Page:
A member of the Proud Boys and one of his brothers are being held without bond on charges that they were part of the Jan. 6 mob of Donald Trump supporters that stormed the U.S. Capitol, the Justice Department announced Monday.
The men, Jonathanpeter Klein and his brother Matthew Leland Klein, were charged last month with conspiracy, obstruction of an official proceeding, obstruction of law enforcement during civil disorder and other counts.
Jonathanpeter, 21, a self-identified member of the Proud Boys, told his boss on Dec. 27 that he wanted to take off from Jan. 4 to Jan. 8 so he and his brother could attend the "stop the steal rally in D.C.," according to an indictment filed in U.S. District Court for the District of Columbia.
He and Matthew, 24, flew from Oregon to Philadelphia on Jan. 4 and traveled to Washington, D.C., on Jan. 5, the indictment said.
At the Capitol, Matthew helped members of the mob use a police barricade to climb a wall and gain access to an external stairwell leading to the Upper West Terrace of the building, the Justice Department alleged in a statement.
Both brothers entered the building just after 2 p.m. but then exited and proceeded to the Capitol's north side, where they "worked together to forcibly open a secured door ... with federal officers visible on the other side, causing damage to the building in excess of $1,000," the statement alleged.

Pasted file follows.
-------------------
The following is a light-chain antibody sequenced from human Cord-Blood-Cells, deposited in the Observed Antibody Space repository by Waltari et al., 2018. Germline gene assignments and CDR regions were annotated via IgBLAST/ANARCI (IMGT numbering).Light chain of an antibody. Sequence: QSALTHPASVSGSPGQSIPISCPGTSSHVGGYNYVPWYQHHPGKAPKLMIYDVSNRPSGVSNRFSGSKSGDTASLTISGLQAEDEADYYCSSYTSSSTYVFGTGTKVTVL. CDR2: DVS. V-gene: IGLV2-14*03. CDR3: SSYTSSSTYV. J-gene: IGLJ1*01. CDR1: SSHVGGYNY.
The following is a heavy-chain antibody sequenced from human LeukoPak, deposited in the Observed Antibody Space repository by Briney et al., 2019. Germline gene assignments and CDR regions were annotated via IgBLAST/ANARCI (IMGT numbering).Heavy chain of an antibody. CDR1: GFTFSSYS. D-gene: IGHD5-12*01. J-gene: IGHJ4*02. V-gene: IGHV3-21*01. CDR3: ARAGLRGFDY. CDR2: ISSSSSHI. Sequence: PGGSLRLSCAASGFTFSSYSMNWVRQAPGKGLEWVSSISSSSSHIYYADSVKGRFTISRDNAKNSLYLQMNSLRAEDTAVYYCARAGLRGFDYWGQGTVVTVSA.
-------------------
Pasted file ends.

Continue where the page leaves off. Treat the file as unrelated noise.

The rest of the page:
When the officers tried to block the "violent entry," Matthew put on protective goggles and used a flagpole to thwart their efforts, the indictment claims.
The brothers were ordered held without bond pending trial after their arraignment Thursday, according to online records. Their next court appearance is scheduled for May 7.
The case is being prosecuted by the U.S. attorney's office for the District of Columbia and the Counterterrorism Section of the Justice Department's National Security Division.
Proud Boys members describe themselves as a politically incorrect men's club for "Western chauvinists." Vice Media co-founder Gavin McInnes, who founded the Proud Boys in 2016, sued the Southern Poverty Law Center, a nonprofit hate crimes monitoring group, for labeling it as a hate group.
According to the law center, Proud Boys members often spread "outright bigotry" over the internet and have posted social media pictures of themselves with prominent Holocaust deniers, white nationalists and "known neo-Nazis."
CORRECTION (April 5, 2021, 5:50 p.m. ET): A photo caption on a previous version of this article misstated when rioters invaded the U.S. Capitol. It was Jan. 6, 2021, not Jan. 6, 2020.